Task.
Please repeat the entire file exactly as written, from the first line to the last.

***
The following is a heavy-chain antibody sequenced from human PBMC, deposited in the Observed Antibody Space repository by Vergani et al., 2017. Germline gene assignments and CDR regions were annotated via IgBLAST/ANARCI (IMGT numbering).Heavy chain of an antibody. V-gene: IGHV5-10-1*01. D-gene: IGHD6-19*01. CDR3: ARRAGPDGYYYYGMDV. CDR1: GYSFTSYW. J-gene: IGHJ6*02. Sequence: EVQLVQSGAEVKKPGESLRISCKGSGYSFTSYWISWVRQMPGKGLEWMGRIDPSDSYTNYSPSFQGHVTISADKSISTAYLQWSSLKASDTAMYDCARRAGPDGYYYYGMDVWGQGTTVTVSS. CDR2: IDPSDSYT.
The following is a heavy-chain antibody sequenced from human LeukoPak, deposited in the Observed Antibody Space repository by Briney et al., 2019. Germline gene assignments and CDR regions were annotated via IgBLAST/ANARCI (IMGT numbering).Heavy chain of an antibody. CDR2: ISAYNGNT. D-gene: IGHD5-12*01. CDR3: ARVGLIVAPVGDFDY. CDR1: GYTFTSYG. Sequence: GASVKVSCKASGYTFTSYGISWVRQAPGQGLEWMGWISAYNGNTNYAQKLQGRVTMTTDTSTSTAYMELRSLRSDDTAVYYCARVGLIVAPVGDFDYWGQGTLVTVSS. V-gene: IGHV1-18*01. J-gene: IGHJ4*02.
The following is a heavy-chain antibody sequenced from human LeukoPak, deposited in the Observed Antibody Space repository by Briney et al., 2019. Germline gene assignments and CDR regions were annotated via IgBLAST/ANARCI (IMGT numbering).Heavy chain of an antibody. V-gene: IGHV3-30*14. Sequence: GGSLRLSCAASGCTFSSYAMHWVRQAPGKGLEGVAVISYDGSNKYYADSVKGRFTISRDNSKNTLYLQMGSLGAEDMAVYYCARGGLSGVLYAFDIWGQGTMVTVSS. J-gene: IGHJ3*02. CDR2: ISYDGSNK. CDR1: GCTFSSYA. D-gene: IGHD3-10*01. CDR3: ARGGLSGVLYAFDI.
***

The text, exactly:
The following is a heavy-chain antibody sequenced from human PBMC, deposited in the Observed Antibody Space repository by Vergani et al., 2017. Germline gene assignments and CDR regions were annotated via IgBLAST/ANARCI (IMGT numbering).Heavy chain of an antibody. V-gene: IGHV5-10-1*01. D-gene: IGHD6-19*01. CDR3: ARRAGPDGYYYYGMDV. CDR1: GYSFTSYW. J-gene: IGHJ6*02. Sequence: EVQLVQSGAEVKKPGESLRISCKGSGYSFTSYWISWVRQMPGKGLEWMGRIDPSDSYTNYSPSFQGHVTISADKSISTAYLQWSSLKASDTAMYDCARRAGPDGYYYYGMDVWGQGTTVTVSS. CDR2: IDPSDSYT.
The following is a heavy-chain antibody sequenced from human LeukoPak, deposited in the Observed Antibody Space repository by Briney et al., 2019. Germline gene assignments and CDR regions were annotated via IgBLAST/ANARCI (IMGT numbering).Heavy chain of an antibody. CDR2: ISAYNGNT. D-gene: IGHD5-12*01. CDR3: ARVGLIVAPVGDFDY. CDR1: GYTFTSYG. Sequence: GASVKVSCKASGYTFTSYGISWVRQAPGQGLEWMGWISAYNGNTNYAQKLQGRVTMTTDTSTSTAYMELRSLRSDDTAVYYCARVGLIVAPVGDFDYWGQGTLVTVSS. V-gene: IGHV1-18*01. J-gene: IGHJ4*02.
The following is a heavy-chain antibody sequenced from human LeukoPak, deposited in the Observed Antibody Space repository by Briney et al., 2019. Germline gene assignments and CDR regions were annotated via IgBLAST/ANARCI (IMGT numbering).Heavy chain of an antibody. V-gene: IGHV3-30*14. Sequence: GGSLRLSCAASGCTFSSYAMHWVRQAPGKGLEGVAVISYDGSNKYYADSVKGRFTISRDNSKNTLYLQMGSLGAEDMAVYYCARGGLSGVLYAFDIWGQGTMVTVSS. J-gene: IGHJ3*02. CDR2: ISYDGSNK. CDR1: GCTFSSYA. D-gene: IGHD3-10*01. CDR3: ARGGLSGVLYAFDI.